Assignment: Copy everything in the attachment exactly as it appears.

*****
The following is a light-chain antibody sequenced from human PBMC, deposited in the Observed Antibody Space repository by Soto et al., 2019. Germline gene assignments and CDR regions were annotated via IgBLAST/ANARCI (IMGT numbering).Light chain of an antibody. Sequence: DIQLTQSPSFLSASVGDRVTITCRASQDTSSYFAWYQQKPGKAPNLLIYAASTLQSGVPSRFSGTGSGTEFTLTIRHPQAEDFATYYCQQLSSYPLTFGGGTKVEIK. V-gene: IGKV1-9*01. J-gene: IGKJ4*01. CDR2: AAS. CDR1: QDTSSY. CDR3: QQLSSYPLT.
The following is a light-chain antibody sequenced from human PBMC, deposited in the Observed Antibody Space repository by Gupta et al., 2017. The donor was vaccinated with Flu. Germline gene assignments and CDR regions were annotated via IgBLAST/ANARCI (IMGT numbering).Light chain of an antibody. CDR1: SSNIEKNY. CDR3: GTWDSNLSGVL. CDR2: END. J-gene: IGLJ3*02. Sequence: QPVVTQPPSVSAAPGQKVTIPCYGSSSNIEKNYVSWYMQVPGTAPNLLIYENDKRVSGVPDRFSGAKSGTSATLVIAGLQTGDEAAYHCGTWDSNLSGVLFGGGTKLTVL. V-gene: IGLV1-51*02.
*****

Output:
The following is a light-chain antibody sequenced from human PBMC, deposited in the Observed Antibody Space repository by Soto et al., 2019. Germline gene assignments and CDR regions were annotated via IgBLAST/ANARCI (IMGT numbering).Light chain of an antibody. Sequence: DIQLTQSPSFLSASVGDRVTITCRASQDTSSYFAWYQQKPGKAPNLLIYAASTLQSGVPSRFSGTGSGTEFTLTIRHPQAEDFATYYCQQLSSYPLTFGGGTKVEIK. V-gene: IGKV1-9*01. J-gene: IGKJ4*01. CDR2: AAS. CDR1: QDTSSY. CDR3: QQLSSYPLT.
The following is a light-chain antibody sequenced from human PBMC, deposited in the Observed Antibody Space repository by Gupta et al., 2017. The donor was vaccinated with Flu. Germline gene assignments and CDR regions were annotated via IgBLAST/ANARCI (IMGT numbering).Light chain of an antibody. CDR1: SSNIEKNY. CDR3: GTWDSNLSGVL. CDR2: END. J-gene: IGLJ3*02. Sequence: QPVVTQPPSVSAAPGQKVTIPCYGSSSNIEKNYVSWYMQVPGTAPNLLIYENDKRVSGVPDRFSGAKSGTSATLVIAGLQTGDEAAYHCGTWDSNLSGVLFGGGTKLTVL. V-gene: IGLV1-51*02.